An autopsy was performed on Mr. Daniel T. Shay, on October 8, 1995, by Dr. Ian Hood, Medical Examiner, of the Bucks County Coroners Office, Doylestown, Pennsylvania.

Toxicological testing was conducted on Mr. Daniel T. Shay, by the FAA Toxicology Accident Research Laboratory, Oklahoma City, Oklahoma.


The helicopter was maintained by Flight 'C' Helicopters Srvs., INC., and kept in a Flight 'C' hangar at UKT. Flight 'C' was not a Federal Aviation Administration Certificated maintenance facility.

On July 3, 1995, an annual inspection completed by Flight 'C,' required six typed pages in the helicopter's maintenance log book. The log book entries revealed that the inspection was performed by six different personnel. At the completion of the annual, the helicopter's total time was 968.3 hours.

On August 19, 1995, the helicopter experienced a complete loss of engine power, and was autorotated to the ground by the pilot. A hard landing inspection revealed no further damage to the helicopter. According to the helicopter's maintenance records, the single-drive dual-magneto was examined, and both sets of points were found closed. The points were reset, and a satisfactory engine run-up was completed. This occurred at a total time of 979.3 hours.

At the request of the pilot, an overhauled replacement magneto was installed on October 1, 1995. The installation and ground run-up were performed by a Flight 'C' mechanic. The helicopter's total time was not recorded at the time of the maintenance.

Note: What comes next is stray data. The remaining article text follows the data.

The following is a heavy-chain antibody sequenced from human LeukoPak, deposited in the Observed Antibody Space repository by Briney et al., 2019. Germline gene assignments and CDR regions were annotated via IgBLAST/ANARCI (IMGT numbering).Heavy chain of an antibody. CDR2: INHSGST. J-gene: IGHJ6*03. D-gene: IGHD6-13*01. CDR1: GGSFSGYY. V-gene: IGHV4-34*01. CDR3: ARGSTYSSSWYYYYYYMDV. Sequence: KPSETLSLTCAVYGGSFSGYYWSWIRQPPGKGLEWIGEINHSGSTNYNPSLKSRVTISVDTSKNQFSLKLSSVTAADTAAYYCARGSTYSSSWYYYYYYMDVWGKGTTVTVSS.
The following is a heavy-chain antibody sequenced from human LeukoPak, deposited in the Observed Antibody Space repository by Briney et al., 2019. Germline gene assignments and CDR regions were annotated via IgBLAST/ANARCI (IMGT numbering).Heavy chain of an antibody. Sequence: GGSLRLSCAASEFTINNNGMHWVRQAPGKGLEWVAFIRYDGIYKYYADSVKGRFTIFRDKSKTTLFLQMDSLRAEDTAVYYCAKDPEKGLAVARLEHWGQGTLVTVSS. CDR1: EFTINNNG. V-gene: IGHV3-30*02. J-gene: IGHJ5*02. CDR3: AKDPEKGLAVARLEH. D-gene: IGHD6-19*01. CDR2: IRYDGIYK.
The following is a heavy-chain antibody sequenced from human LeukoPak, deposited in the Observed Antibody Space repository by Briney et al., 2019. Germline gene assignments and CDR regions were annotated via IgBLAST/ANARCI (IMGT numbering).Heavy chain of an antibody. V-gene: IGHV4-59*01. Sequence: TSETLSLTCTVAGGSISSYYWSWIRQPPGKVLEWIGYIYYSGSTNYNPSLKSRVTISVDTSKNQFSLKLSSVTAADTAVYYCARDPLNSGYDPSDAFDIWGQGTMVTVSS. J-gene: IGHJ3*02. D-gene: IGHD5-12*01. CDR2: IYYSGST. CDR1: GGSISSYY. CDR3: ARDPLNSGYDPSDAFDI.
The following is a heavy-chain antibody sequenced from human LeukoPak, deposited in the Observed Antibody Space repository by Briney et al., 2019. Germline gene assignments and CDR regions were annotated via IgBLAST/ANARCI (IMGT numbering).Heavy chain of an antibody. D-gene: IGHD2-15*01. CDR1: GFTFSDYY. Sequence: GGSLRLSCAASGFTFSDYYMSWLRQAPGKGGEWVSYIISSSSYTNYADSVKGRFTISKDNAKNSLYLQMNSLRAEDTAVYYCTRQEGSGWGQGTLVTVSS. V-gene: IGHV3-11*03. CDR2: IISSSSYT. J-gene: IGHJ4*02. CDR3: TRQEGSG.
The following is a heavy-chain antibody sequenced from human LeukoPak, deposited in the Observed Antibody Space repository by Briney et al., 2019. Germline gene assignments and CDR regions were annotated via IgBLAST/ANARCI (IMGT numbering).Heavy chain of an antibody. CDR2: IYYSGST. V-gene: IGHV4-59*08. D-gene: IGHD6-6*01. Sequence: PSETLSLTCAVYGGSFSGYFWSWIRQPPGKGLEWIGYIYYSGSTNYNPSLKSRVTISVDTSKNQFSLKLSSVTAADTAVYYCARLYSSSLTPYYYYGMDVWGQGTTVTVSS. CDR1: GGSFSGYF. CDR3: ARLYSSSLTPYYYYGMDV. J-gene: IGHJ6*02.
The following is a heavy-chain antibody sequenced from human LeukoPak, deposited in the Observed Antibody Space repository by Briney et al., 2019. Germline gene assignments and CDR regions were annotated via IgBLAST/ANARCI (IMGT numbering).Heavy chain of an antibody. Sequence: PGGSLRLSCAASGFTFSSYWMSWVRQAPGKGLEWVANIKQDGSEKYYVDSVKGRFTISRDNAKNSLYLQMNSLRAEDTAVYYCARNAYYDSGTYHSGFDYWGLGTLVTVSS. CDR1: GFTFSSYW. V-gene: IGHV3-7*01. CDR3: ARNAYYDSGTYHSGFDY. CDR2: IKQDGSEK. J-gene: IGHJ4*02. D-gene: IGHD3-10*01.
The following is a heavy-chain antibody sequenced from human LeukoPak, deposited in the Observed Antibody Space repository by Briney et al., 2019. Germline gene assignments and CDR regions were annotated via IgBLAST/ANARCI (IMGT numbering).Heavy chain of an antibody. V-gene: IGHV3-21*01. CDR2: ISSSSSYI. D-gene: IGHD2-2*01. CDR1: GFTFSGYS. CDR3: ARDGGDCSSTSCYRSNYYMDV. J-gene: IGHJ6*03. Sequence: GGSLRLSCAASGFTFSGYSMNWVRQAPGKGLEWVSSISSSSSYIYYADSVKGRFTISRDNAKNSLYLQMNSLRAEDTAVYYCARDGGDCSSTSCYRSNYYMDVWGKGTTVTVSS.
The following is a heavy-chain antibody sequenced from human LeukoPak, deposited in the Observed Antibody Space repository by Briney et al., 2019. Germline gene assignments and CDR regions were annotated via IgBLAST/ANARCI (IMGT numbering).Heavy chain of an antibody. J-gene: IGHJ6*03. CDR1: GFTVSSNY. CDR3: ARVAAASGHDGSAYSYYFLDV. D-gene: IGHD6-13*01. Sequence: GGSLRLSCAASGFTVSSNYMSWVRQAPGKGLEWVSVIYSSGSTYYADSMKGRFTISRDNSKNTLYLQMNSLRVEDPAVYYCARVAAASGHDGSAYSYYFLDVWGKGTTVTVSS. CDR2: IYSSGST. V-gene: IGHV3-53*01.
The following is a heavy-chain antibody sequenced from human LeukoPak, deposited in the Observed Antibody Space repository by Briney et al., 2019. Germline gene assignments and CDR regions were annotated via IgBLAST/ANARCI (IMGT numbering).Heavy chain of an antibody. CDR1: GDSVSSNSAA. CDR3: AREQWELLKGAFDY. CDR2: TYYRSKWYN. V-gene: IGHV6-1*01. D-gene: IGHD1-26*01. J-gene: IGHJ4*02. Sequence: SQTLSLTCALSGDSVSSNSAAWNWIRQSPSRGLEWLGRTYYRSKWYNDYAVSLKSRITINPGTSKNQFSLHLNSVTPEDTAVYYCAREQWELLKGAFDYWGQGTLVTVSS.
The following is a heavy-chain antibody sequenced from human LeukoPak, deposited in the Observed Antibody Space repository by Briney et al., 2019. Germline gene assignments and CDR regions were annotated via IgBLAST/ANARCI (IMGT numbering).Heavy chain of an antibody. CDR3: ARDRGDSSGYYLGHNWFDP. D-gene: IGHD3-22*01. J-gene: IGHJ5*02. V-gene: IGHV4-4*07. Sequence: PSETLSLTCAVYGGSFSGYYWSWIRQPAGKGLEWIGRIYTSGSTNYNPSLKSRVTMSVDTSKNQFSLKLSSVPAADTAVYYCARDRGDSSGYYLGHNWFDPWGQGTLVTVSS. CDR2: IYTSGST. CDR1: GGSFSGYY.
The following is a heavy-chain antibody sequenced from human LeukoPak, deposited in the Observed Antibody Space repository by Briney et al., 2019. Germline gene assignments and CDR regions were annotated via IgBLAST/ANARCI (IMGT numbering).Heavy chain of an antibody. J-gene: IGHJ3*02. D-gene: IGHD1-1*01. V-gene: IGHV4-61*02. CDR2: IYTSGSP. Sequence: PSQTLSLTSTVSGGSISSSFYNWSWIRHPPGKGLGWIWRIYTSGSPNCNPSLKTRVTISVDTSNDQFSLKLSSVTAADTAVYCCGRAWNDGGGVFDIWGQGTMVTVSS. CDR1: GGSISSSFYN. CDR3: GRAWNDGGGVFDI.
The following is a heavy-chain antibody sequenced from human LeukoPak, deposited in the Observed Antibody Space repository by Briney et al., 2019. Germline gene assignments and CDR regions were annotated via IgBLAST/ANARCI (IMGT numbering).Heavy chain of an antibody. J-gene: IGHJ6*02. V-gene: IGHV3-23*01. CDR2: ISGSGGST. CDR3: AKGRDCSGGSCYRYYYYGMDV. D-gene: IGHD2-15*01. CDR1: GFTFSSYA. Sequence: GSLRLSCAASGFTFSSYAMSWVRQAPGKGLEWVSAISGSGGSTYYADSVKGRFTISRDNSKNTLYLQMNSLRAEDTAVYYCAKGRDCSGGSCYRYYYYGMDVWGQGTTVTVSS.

The mechanic's entry in the helicopter's maintenance records stated:

Removed magneto S/N 26597 and replaced with another of same type -D4LN-2021, S/N 61579. Replacement unit was overhauled, tested, and supplied by Mattituck Avn. Corp. Installed magneto and timed to engine as per Enstrom M/M [maintenance manual]. Engine test run and mag check found satisfactory.

The helicopter's engine was also run-up by the operator of Flight 'C.' The first flight after the magneto change was the accident flight.

On November 17, 1995, the wreckage was examined by representatives of the owners estate, and Flight 'C.' Statements submitted by both parties revealed that during the examination they found two metal clips. One of the statements said:

...two clips which are normally used to retain the magneto on the clip was found amongst the yellow powder... apparently fire extinguisher residue the bottom of the firewall in an undamaged condition...The second clip was found amongst dirt and debris in the engine cover door of the helicopter, but otherwise appeared undamaged...

The helicopter wreckage was released on October 7, 1995, to Joseph B. Shelby, a representative of the owners insurance company.

(c) 2009-2018 Lee C. Baker / Crosswind Software, LLC. For informational purposes only.